As more and more baby boomers exit the workforce, fewer and fewer companies are offering medical benefit plans to their retirees. And organizations that do provide coverage are utilizing new strategies to manage the impact on their bottom line.
In the 1980s, more than 60% of employers with 1000 or more employees provided financial assistance to retirees to help with medical costs. Today that number has dropped to roughly 25%, and the trend is accelerating.
This movement is clearly bad news for employees approaching retirement age – especially younger retirees who must wait until age 65 to be eligible for Medicare. In fact, more than half of workers plan to work longer so they can continue to receive employer-sponsored coverage, according to the Employee Benefit Research Institute
A report from Towers Watson indicates several barriers to retiree coverage:
- Accounting issues. Future liabilities are a major hurdle. In 2013, Fortune 1000 companies reported about $385 billion in SEC disclosures.
- ERISA obligations. This includes reporting, disclosure and fiduciary responsibilities.
- Administrative costs. The expense of administering and maintaining retiree benefits has little payback on the bottom line.
- Excise tax (aka Cadillac tax). Health care reform legislation prescribed new tax obligations for employers offering rich benefit plans. Congress recently delayed implementation until 2020, however, making this a cloud on the horizon and giving employers more time to adjust.
Employers that are committed to coverage have made changes to control corporate costs at the expense of retirees’ pocketbooks. Examples include:
- Grandfathered benefits. Many large employers have pledged health benefit assistance to long-term employees, but new hires must fend for themselves when reaching retirement age.
- Increased cost-sharing. Municipalities that formerly covered 100% of medical expenses are now requiring premiums from former employees, according to MarketWatch. In a more dramatic turn, the City of Detroit used the bankruptcy process to slash its retiree health insurance benefits from $4.3 billion to $450 million.
- High deductible health plans (HDHP). Nearly one-quarter of workers are enrolled in an HDHP, which reflects a 4% increase over the past 10 years. In addition, almost half of workers have a general annual deductible of at least $1,000 for individual coverage, according to a Kaiser Family Foundation
- Raised out-of-pocket expenses. Benefit designs are shifting to place more of the financial burden on retirees through increase co-pays, coinsurance and deductible levels.
- Tightened eligibility. Employers are putting more parameters around eligibility. For example, individuals with access to coverage through other plans could be excluded from their spouse’s plan.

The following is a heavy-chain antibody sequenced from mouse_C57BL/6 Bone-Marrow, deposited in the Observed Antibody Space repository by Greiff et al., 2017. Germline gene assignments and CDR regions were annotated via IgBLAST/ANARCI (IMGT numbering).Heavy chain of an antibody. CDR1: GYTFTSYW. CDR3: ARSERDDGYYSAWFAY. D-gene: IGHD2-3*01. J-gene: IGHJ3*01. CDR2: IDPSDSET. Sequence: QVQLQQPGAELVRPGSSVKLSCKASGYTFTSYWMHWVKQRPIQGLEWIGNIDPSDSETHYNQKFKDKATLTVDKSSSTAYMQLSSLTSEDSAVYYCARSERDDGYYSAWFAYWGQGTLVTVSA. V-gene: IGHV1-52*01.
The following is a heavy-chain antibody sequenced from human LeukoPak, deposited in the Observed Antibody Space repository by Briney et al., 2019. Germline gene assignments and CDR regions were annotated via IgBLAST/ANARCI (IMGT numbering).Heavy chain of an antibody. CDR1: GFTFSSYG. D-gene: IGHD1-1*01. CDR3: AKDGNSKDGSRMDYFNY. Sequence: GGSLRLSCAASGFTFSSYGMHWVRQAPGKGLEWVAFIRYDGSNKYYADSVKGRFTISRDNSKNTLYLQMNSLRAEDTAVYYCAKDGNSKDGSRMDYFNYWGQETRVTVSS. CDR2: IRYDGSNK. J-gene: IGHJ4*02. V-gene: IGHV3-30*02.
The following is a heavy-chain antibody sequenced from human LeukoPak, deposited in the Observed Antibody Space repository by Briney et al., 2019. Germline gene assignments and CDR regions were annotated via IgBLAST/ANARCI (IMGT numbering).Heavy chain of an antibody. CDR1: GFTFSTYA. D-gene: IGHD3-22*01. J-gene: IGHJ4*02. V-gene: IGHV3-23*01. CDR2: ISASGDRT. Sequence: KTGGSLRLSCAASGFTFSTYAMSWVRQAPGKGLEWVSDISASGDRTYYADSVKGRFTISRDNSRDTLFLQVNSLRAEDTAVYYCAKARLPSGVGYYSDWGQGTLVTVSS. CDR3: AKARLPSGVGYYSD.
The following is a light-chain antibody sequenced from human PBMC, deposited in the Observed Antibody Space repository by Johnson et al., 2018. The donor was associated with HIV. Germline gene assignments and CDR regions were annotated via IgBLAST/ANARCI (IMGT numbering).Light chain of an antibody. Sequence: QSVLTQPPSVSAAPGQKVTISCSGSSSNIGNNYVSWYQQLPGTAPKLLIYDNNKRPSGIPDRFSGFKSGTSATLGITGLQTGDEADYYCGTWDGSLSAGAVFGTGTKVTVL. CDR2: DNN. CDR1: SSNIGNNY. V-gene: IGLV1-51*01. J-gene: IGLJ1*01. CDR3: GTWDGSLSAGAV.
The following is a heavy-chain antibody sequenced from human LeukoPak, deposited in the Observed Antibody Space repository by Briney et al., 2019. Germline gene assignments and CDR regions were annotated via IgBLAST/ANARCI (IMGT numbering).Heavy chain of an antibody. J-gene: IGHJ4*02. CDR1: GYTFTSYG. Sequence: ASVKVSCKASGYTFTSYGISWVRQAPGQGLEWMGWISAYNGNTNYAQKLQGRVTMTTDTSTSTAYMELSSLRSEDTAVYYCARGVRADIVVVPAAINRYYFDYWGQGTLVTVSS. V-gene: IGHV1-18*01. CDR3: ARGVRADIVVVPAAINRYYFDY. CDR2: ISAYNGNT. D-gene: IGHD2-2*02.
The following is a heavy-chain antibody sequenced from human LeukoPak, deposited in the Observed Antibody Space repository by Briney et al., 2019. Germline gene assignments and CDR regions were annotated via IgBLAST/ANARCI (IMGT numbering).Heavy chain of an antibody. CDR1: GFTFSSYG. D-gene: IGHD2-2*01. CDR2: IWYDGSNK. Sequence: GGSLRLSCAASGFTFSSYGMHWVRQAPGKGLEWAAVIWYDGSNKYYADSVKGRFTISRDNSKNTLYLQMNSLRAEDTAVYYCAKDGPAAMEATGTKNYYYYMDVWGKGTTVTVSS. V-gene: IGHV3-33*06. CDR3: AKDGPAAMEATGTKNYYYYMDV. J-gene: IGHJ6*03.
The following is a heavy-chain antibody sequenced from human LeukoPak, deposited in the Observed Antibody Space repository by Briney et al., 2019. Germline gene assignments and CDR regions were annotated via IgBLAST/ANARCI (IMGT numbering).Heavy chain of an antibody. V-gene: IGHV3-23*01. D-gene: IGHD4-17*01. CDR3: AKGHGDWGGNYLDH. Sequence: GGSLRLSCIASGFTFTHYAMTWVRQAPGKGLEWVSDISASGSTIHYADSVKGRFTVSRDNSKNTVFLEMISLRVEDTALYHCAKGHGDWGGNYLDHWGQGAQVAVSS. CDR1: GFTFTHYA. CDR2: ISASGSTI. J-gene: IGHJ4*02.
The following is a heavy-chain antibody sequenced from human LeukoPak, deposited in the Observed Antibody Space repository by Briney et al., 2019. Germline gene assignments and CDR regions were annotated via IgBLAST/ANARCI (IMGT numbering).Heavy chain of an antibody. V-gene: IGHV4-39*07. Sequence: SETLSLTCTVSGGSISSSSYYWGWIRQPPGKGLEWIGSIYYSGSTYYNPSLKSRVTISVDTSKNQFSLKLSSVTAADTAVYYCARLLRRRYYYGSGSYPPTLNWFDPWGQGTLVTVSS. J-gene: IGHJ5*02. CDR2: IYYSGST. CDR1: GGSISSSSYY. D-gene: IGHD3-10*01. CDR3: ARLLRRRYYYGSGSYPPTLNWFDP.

- Cash contributions or health reimbursement arrangements (HRAs). Many employers providing cash or HRA contributions for both pre-Medicare and Medicare-eligible retirees, and then sending them to state and private exchanges to purchase their own coverage.
- Improved retirement-readiness. Towers Watson reports that employers are using account-based health plans, education, wellness programs and decision-support tools to help current employees understand their coverage and learn to plan wisely for future medical costs.
- Voluntary Employee Benefit Associations (VEBAs). In the wake of employer bankruptcies, special tax-exempt VEBA trusts have been set up to allow retirees in the auto, steel and airline industries to take advantage of the Health Coverage Tax Credit. This credit covers 72.5% of insurance premiums for those aged 55-64 who are in a qualifying health plan and receive pension benefits from the Pension Benefit Guaranty Corp., a federal agency that often takes over pension plans of bankrupt companies.
The bottom line? Medical costs are a major factor in most retirees’ budgets. The Wall Street Journal reports that a healthy man should set aside an extra $143,800 for healthcare costs in retirement. Ironically, less healthy individuals can earmark smaller amounts because their chronic conditions signify a shorter life expectancy.
Relief and uncertainty
The Affordable Care Act (ACA) has brought some relief to younger retirees who were hard-pressed to purchase individual health insurance coverage before health reform: Access has improved as carriers cannot refuse to cover individuals with pre-existing conditions, and affordability improved with premium assistance.
What’s next? The future of retiree medical coverage is certain to be impacted by the upcoming election. Presidential candidate Hillary Clinton has floated the idea of making Medicare available to people in their 50s, Donald Trump has pledged to repeal “Obamacare” while leaving Medicare untouched, and Health Affairs’ overview of the new House Republican’s health plan indicates a phased increase in the age of Medicare eligibility to match the Social Security retirement age.